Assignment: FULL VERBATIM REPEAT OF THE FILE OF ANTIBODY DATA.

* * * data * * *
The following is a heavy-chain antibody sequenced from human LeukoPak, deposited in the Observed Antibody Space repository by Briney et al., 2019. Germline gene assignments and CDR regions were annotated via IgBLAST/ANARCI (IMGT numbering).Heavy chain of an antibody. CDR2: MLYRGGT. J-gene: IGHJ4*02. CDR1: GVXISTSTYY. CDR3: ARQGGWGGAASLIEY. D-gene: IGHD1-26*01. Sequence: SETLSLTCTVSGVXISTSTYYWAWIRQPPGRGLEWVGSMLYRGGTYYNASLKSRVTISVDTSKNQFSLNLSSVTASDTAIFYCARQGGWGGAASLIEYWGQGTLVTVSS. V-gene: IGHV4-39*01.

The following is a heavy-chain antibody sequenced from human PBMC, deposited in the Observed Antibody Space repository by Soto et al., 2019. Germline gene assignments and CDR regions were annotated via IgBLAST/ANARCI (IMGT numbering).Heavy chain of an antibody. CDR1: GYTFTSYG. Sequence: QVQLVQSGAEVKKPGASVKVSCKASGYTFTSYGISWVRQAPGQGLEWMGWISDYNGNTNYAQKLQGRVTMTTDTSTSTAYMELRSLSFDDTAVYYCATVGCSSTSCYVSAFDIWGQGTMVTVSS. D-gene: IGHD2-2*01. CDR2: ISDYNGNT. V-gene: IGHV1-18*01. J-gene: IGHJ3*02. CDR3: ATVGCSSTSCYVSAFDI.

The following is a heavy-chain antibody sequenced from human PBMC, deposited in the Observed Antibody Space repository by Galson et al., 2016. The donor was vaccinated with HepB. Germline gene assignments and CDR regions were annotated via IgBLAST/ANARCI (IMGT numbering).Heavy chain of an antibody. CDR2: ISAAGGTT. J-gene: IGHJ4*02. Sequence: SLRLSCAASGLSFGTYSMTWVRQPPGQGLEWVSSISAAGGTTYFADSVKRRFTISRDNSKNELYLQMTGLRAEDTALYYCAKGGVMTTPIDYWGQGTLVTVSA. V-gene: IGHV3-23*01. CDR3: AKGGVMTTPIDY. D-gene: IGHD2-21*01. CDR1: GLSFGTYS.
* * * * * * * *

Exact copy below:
The following is a heavy-chain antibody sequenced from human LeukoPak, deposited in the Observed Antibody Space repository by Briney et al., 2019. Germline gene assignments and CDR regions were annotated via IgBLAST/ANARCI (IMGT numbering).Heavy chain of an antibody. CDR2: MLYRGGT. J-gene: IGHJ4*02. CDR1: GVXISTSTYY. CDR3: ARQGGWGGAASLIEY. D-gene: IGHD1-26*01. Sequence: SETLSLTCTVSGVXISTSTYYWAWIRQPPGRGLEWVGSMLYRGGTYYNASLKSRVTISVDTSKNQFSLNLSSVTASDTAIFYCARQGGWGGAASLIEYWGQGTLVTVSS. V-gene: IGHV4-39*01.

The following is a heavy-chain antibody sequenced from human PBMC, deposited in the Observed Antibody Space repository by Soto et al., 2019. Germline gene assignments and CDR regions were annotated via IgBLAST/ANARCI (IMGT numbering).Heavy chain of an antibody. CDR1: GYTFTSYG. Sequence: QVQLVQSGAEVKKPGASVKVSCKASGYTFTSYGISWVRQAPGQGLEWMGWISDYNGNTNYAQKLQGRVTMTTDTSTSTAYMELRSLSFDDTAVYYCATVGCSSTSCYVSAFDIWGQGTMVTVSS. D-gene: IGHD2-2*01. CDR2: ISDYNGNT. V-gene: IGHV1-18*01. J-gene: IGHJ3*02. CDR3: ATVGCSSTSCYVSAFDI.

The following is a heavy-chain antibody sequenced from human PBMC, deposited in the Observed Antibody Space repository by Galson et al., 2016. The donor was vaccinated with HepB. Germline gene assignments and CDR regions were annotated via IgBLAST/ANARCI (IMGT numbering).Heavy chain of an antibody. CDR2: ISAAGGTT. J-gene: IGHJ4*02. Sequence: SLRLSCAASGLSFGTYSMTWVRQPPGQGLEWVSSISAAGGTTYFADSVKRRFTISRDNSKNELYLQMTGLRAEDTALYYCAKGGVMTTPIDYWGQGTLVTVSA. V-gene: IGHV3-23*01. CDR3: AKGGVMTTPIDY. D-gene: IGHD2-21*01. CDR1: GLSFGTYS.